There was a moment this summer, when Dad was still recovering from a rough tangle with COVID, that he was off his game. I beat him handily, but I didn’t enjoy it. I’ve never let Mom or Dad beat me at Scrabble, but now the idea was crossing my mind. I didn’t want Dad to lose. I didn’t want him to struggle. I wanted him to keep playing, to keep aggravating me with his fits of genius. Then I visited the old man again in January and he beat me fair and square. He was back. Never was I so pleased to get my ass kicked. I’m gonna get more matches with him before the end comes. And then it’ll be my turn to pass the game down.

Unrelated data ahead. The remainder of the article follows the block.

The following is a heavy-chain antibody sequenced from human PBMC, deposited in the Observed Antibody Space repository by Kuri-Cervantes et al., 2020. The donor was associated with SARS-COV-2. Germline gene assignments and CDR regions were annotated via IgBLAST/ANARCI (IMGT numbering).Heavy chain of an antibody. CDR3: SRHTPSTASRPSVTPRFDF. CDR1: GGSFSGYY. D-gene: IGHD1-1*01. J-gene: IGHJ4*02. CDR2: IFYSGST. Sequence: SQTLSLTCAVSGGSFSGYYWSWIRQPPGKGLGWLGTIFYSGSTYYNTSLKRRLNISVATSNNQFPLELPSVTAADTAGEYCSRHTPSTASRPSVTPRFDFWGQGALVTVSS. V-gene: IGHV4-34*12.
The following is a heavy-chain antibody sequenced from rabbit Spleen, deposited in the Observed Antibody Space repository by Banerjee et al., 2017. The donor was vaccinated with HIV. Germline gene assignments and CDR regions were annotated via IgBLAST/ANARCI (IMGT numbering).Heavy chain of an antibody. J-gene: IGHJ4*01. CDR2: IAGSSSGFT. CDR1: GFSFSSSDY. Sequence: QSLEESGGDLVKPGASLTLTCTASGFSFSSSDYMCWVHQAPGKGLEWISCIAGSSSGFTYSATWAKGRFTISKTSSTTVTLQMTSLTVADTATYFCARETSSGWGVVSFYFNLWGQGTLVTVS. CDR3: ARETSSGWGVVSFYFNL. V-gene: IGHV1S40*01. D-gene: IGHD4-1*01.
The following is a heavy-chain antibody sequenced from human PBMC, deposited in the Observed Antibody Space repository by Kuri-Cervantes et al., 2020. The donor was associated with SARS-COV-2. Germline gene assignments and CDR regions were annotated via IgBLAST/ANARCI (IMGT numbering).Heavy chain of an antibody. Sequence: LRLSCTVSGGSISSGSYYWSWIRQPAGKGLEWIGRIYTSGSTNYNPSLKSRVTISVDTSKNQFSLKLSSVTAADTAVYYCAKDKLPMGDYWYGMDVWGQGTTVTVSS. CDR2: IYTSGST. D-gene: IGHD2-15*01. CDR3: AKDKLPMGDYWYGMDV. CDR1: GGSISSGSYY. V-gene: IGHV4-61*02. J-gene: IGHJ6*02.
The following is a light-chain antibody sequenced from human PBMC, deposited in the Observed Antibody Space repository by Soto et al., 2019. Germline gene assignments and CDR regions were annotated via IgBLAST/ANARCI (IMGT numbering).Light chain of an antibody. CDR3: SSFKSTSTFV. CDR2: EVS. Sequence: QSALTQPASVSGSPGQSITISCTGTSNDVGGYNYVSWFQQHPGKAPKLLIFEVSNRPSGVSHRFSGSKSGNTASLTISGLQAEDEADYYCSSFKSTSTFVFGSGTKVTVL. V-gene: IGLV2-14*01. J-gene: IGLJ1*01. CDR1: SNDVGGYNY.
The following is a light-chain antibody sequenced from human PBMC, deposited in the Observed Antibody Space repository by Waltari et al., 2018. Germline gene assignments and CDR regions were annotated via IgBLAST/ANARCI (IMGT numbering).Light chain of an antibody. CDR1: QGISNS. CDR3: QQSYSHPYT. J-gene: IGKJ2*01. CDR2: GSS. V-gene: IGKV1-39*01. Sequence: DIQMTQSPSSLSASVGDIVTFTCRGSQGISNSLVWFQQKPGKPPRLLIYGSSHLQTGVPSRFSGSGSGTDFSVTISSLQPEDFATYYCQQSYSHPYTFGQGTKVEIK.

That effort is already underway. My wife doesn’t play Scrabble with me, although she did throw down AIRPLANE one time and, like my dad, cried the word out in triumph after clearing her rack. My older two kids rebuff me whenever I ask them to play (my two older siblings don’t play the game much either). But the youngest of my children … 10 years old, as grandiose a boy as his great-grandmother was a woman … he’s intrigued. I told him that I’d give him prize money if he ever beat me, and that was all the incentive he required. I got the board out, had him draw his tiles, and told him we’d play Palm Beach Rules. We started the game and I watched him screw up his face as he tried to make English out of the nonsense he’d been given.

“I can’t make a word,” he said.

“I bet you can,” I told him. “Let’s see what you have.”